Cosmos of the Ancients
The Greek Philosophers on Myth and Cosmology
hat Leucippus thought about cosmology and its atomic structure is generally assumed to be identical with the views of his student Democritus (c. 460-357 BC), who elaborated further on the subject, being the one mostly quoted on it.
Diogenes Laertius gives a long list of books written by Democritus, dividing them into the groups ethics, virtue, physics, "no head", mathematics, literature and music, and the arts. Most famous were The Great Diacosmos (world order) and The Lesser Diacosmos, though Diogenes says the former is by some attributed to Leucippus.
Although Democritus made the theory of atoms a basis for all things in the world, including for example color as a difference in surface of the atoms and taste a difference in shape, he held, according to Aristotle, a modest view toward learning: "Either there is no truth or it is concealed from us." This may be a slight misinterpretation of his thoughts on perception:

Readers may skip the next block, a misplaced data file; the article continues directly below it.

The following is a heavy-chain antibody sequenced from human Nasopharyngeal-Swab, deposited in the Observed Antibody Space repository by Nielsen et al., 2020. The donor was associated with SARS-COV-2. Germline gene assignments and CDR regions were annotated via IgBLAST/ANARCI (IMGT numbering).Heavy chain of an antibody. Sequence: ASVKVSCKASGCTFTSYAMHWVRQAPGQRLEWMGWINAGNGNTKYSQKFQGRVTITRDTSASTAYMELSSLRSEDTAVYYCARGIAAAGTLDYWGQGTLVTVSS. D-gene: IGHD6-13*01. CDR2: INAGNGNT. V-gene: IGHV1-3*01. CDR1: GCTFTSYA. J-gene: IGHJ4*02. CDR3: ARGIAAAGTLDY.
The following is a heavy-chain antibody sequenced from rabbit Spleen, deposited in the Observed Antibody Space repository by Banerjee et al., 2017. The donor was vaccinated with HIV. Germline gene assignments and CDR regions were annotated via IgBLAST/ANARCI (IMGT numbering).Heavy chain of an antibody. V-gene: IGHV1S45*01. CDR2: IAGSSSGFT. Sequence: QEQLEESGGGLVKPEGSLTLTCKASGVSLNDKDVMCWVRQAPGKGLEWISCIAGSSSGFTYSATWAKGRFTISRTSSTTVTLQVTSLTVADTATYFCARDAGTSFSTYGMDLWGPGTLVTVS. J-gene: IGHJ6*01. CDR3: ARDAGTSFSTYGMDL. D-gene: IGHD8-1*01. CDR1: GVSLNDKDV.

We know nothing accurately in reality, but (only) as it changes according to the bodily condition, and the constitution of those things that flow upon (the body) and impinge upon it.
Since all the senses work on inflow of atoms carrying their respective characteristics, to Democritus it was obvious that one could not say to know reality as it was, but only as its fragments reached its observers. Regarding knowledge itself, he seems not to have been as modest as Aristotle has it.
No more than his teacher did Democritus involve the gods in his cosmos, and so also with him it can be said that we have no statement of his swearing to it, but at least in all cosmological matters he should be regarded as an atheist.
, 1009b, translated by Hugh Lawson-Tancred, London 1998.
Freeman, Kathleen, Ancilla to The Pre-Socratic Philosophers, Oxford 1952.
© Stefan Stenudd 2000
The Greek Philosophers
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